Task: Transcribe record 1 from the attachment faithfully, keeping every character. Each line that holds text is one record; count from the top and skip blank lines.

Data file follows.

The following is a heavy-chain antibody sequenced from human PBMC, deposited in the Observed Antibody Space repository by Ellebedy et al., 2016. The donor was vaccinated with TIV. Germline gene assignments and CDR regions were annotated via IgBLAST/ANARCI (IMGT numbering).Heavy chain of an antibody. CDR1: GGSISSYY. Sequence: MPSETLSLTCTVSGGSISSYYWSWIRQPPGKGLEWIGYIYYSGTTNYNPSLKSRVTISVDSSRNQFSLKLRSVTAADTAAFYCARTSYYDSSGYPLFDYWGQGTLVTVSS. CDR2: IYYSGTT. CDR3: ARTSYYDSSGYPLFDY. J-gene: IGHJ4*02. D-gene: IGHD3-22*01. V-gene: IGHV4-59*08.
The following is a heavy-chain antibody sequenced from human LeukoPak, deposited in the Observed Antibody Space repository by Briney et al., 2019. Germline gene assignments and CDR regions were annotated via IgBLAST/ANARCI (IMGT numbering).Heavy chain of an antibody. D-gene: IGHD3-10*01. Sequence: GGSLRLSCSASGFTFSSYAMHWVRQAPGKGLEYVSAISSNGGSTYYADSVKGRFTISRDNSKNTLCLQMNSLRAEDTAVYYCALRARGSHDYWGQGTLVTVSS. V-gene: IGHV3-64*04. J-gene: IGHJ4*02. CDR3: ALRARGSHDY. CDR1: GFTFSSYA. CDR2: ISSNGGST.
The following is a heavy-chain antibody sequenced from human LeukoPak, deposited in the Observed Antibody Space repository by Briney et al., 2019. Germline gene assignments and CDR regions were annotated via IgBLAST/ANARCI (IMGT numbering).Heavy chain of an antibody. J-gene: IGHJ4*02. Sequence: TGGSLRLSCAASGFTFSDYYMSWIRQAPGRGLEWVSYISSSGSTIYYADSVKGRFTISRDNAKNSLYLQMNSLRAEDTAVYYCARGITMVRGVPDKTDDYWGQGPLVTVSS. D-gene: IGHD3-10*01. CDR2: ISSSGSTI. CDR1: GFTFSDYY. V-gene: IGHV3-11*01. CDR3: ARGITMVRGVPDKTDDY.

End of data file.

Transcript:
The following is a heavy-chain antibody sequenced from human PBMC, deposited in the Observed Antibody Space repository by Ellebedy et al., 2016. The donor was vaccinated with TIV. Germline gene assignments and CDR regions were annotated via IgBLAST/ANARCI (IMGT numbering).Heavy chain of an antibody. CDR1: GGSISSYY. Sequence: MPSETLSLTCTVSGGSISSYYWSWIRQPPGKGLEWIGYIYYSGTTNYNPSLKSRVTISVDSSRNQFSLKLRSVTAADTAAFYCARTSYYDSSGYPLFDYWGQGTLVTVSS. CDR2: IYYSGTT. CDR3: ARTSYYDSSGYPLFDY. J-gene: IGHJ4*02. D-gene: IGHD3-22*01. V-gene: IGHV4-59*08.